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    What do you think?
    Lisasnyc posted:
    I believe I was a subject of attempted discrimination. I was diagnosed with MS in 2006. I have been with my employer- a well known retailer- for 12 years. I disclosed my MS in 2007, to upper management (I was a manager at the time) and my fellow managers..

    I have never been absent from work due to my MS. I now have a gait issue and tendonitis of the ankle and I now use a cane.. I was approached by my manager-who I used to consider a friend- and asked if I wanted to reduce my hours because they were concerned about my health. I initially considered a 4 day work week with at least 30hrs per week. Then I was told upper management may have to put me in the system as part time. I have always been full time.

    I told my manager that I agreed. On my way home from work, I called my manger back and told him not to go forward-I wanted to discuss it with my husband and think about it. I called the department of labor and was told as a long time employee, I would still be eligible for medical benefits but I would not be eligible for sick time, FMLA or vacation time. They also said my hours could also be reduced at will by my employer. Suffice to say, I told my manager I changed my mind.

    Surprisingly, I received an email saying "per our discussion, my 4 day work week will begin in a couple of weeks" I replied to the email "fine as long as you are aware that I will be remaining a full time employee at ______ company". In retrospect, I feel I was being discriminated against, manipulated and coerced into giving up my hours and benefit status. I think its because my cane makes my impediment visible.

    Productivity is based on 5 criteria. I was # 2 in total volume and # 1 or 2 in the others. There are a total of 7 associates in the store. Therfore, I don't see the reason for reducing my hours.

    I then told the manager that I wanted to remain at my 5day/ 40hour per week status. It has since been changed back. All of a sudden the upper management who have never once asked how I am, are telling me I can work as much as I like. I think they may have realized that they have made themselves vulnerable.

    I'm wondering if I should take this to the EEOC. What do you guys think.

    Thanks , Lisa
    hackwriter responded:
    Dear Lisa,

    The EEOC would shrug their shoulders and wonder why you're talking to them. You haven't been the victim of discrimination, haven't lost your job, haven't lost hours or benefits. Sounds as though everything's peachy, so I'm not clear on exactly what it is you want the EEOC to do.

    The way you've written the event about the emails doesn't prove management tried to coerce you into anything, their motives aren't at all clear. And even if they had tried to reduce your hours and benefits, you chose to remain full-time and they complied with your wishes. I doubt that they backed off because they felt vulnerable, since you are an at will employee and it is within their rights to demote or terminate you without justification. Discrimination is very hard to prove, businesses know that, and most employees lose such lawsuits. If anyone would feel more vulnerable after this occurrence, it would be you, and I wouldn't blame you for feeling that way.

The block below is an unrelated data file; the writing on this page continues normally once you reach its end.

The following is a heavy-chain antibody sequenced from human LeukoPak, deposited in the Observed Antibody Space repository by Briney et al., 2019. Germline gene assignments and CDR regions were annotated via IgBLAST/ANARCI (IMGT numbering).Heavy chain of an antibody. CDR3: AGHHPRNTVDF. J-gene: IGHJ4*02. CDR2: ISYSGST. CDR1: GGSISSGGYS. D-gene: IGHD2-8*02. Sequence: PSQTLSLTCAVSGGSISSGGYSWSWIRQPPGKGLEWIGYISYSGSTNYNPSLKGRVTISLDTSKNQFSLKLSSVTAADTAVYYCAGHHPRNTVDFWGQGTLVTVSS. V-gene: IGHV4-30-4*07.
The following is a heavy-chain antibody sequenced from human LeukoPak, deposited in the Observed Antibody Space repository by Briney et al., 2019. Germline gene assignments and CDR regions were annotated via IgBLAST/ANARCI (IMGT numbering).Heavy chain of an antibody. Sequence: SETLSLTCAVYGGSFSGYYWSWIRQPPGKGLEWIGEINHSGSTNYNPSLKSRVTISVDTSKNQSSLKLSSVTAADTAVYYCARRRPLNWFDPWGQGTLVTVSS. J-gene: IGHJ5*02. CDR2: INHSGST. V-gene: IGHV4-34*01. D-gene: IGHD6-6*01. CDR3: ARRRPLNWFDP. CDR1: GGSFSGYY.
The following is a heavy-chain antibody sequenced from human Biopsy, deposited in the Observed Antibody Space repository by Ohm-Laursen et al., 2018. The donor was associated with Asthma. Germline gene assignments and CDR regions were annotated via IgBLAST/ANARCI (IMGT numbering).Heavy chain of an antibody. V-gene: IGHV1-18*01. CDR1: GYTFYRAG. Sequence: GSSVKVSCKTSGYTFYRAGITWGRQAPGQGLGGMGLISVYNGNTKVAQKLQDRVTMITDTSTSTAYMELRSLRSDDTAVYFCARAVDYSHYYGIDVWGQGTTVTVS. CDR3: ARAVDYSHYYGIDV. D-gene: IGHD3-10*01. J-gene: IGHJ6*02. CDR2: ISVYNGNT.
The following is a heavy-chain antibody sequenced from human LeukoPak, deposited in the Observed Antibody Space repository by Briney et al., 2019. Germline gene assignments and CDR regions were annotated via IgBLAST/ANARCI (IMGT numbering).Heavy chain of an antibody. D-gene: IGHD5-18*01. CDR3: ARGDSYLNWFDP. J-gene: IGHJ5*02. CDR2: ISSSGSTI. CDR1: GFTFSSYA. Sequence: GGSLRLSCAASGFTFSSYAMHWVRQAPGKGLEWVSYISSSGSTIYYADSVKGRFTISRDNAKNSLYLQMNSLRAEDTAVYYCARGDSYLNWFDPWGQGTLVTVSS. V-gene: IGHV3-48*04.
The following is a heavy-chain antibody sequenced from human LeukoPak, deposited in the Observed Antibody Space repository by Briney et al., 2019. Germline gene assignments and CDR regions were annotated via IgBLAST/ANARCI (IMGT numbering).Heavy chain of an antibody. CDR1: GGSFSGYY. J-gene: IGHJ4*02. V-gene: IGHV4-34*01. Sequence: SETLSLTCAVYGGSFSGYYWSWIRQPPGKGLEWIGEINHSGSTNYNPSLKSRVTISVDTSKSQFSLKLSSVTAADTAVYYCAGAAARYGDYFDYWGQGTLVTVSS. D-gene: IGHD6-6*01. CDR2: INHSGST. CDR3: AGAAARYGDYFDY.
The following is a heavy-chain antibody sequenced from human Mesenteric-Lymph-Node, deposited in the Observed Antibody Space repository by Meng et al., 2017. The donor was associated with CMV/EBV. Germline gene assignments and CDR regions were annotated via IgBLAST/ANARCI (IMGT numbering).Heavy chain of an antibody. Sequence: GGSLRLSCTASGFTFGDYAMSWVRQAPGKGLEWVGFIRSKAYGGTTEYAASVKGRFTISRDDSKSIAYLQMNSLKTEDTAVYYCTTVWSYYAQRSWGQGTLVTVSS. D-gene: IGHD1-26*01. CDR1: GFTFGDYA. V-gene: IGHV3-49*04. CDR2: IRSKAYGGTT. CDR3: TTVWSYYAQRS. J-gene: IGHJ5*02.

This incident would only take on more significance if, in the future, a reduction in hours and benefits was forced on you, or you were suddenly written up or fired.

    Some advice: Nobody is your friend in the work environment. No matter how sympatico you might be with a co-worker, bear in mind that they'd sell you up the river to keep their jobs. Be mindful what you confide to people about your health from now on.

    Lisasnyc replied to hackwriter's response:
    Thanks Kim! I know that I have to be on my p's and q's from now on. Just needed an opinion.
    Lisasnyc replied to Lisasnyc's response:

    I forgot to say a couple of things in my reply above. I had never felt before that my superiors would deal with me in a way that I view as unfair.

    I do not discuss my MS on the job. I disclosed it initially because I had good relationships with my upper management team.

    I said that they might have felt vulnerable because they realize that I know they were attempting to get me to give up my benefits.Also no one else in my store was asked to reduce their hours even though they are statistically less productive than myself.

    I realize that I may not rise to the level of an EEOC investigation, but I think it is something when the VP of the East Coast tells me personally that I am valuable to the company and he hopes that I did not take anything the wrong way.
    hackwriter replied to Lisasnyc's response:

    It's possible that the East Coast VP was doing some damage control in saying that to you, but we can only speculate as to why. It's possible that somebody in management decided to try and pull a fast one on you and the VP caught wind of it and was sincere in what he told you--or, a bean counter might have red-flagged you based on some quarterly insurance report and suggested a little housecleaning and it backfired.

    Who knows? You've got your radar up and running, and that's a good thing. I hope this little storm will soon blow over and you'll continue to enjoy your career there. Please do keep us in the loop about any future developments.


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